06 Jun How do you become extremely efficient at work without wearing yourself out?
By daydreaming, of course!
Despite its “dreamy” appeal, the fact of the matter is this assertion feels quite counter-intuitive. How can we let ourselves daydream at work when we’re buried under a mountain of projects and reports? Other (less diligent) people, maybe, but not us! It’s just inconceivable. We already have difficulty squeezing everything into a day. If we allow ourselves the luxury of daydreaming, who knows what will happen?!
So, let’s set aside these indications of frayed nerves, which are a tell-tale sign of an imminent need for mental renewal (daydreaming!), and attempt to calmly get a grasp on things.
First of all, the dream state we are referring to here, which is also called mind-wandering, manifests itself in moments of intellectual distraction, during which we let go and stop voluntarily focusing on something. In other words, these wandering states occur when we are no longer able to concentrate on a particular task.
Paradoxically, it is in this waking dream state, characterized by an absence of control over our freely roaming mind that our brain accomplishes its most beautiful feats.
It uses these periods of intentional release, first, in order to renew itself, regaining attention and focus. It also reviews and automatically, unconsciously works out different hypotheses that are likely to lead it toward original, creative solutions that are well-suited to the circumstances.
In fact, the beauty of this processing mode is the characteristic intense activity in Default Mode neural circuits associated with very high energy consumption.
It is, therefore, in moments when we ask nothing of our brain that it is at its most efficient!
And, returning to our original assertion, it is when we daydream that we solve complex problems, that we are able to calmly handle our emotions and that we are able to deeply embed our memories in our minds.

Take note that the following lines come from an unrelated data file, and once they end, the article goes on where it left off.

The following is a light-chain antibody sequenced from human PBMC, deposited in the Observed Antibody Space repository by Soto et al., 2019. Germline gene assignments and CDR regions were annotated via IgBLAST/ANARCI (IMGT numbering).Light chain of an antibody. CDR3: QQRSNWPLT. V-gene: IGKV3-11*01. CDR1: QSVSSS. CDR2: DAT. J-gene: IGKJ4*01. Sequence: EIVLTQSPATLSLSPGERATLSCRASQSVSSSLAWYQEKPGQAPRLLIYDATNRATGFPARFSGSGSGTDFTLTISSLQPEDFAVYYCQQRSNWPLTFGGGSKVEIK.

Anyway, you see the point… mind-wandering is the key to better performance at work! So, what do you say we daydream?
Having said that, this does not explain how and when we should allow our minds to wander. In fact, the idea is not to daydream constantly, but to create periods when we are in default mode in an ultra-connected and stimulating world that leaves little room for anything else.
To do so, there are several solutions that essentially depend upon your own modus operandi:
- If you are a professional daydreamer, you do not necessarily need our help, and simply reading this text will have given you multiple opportunities to wander.
- If you are an amateur mind-wanderer, however (or are even reluctant, because – okay, letting your mind wander may be efficient, but seriously, in your job, it’s just not done), we can certainly do something for you.
- The first thing we should mention is that shifting into default mode is very quick and does not need to last long* to work well.
- Then, you only need to slip a few repetitive activities into your daily tasks (tidying, categorizing, reading with no exact goal in mind…), so that your mind begins to wander spontaneously. Along these lines, commute time is also perfect for mind-wandering, with the landscapes providing solace for your mind.
- And, to round all of that out, we have created, for you, a library of revitalizing “micro tales” to be used several times a day, which can be found in our My Mental Training Pro app. What is the goal? There is none! Well, there is, actually. Their sole purpose, which is no small feat: artificially grant your brain two minutes of attentional release to leave, for the time it takes to tell a tale, your daily troubles behind. In short, we’re giving you tiny snippets of default mode. It’s guaranteed to work!
So, we wish you pleasant daydreams with Mental Training Pro!
* Be aware that the switch into Default Mode can happen very quickly and absolutely does not conflict with workplace organizational methods. In a study that Charlotte Toso, cognitive engineer, and I are in the process of concluding in a joint effort with Caroline Cuny and Cyril Couffe at the Grenoble School of Management, we have demonstrated the impact on intellectual performance of mind-wandering breaks as short as 60 seconds. But, we will tell you about all of that in a future newsletter!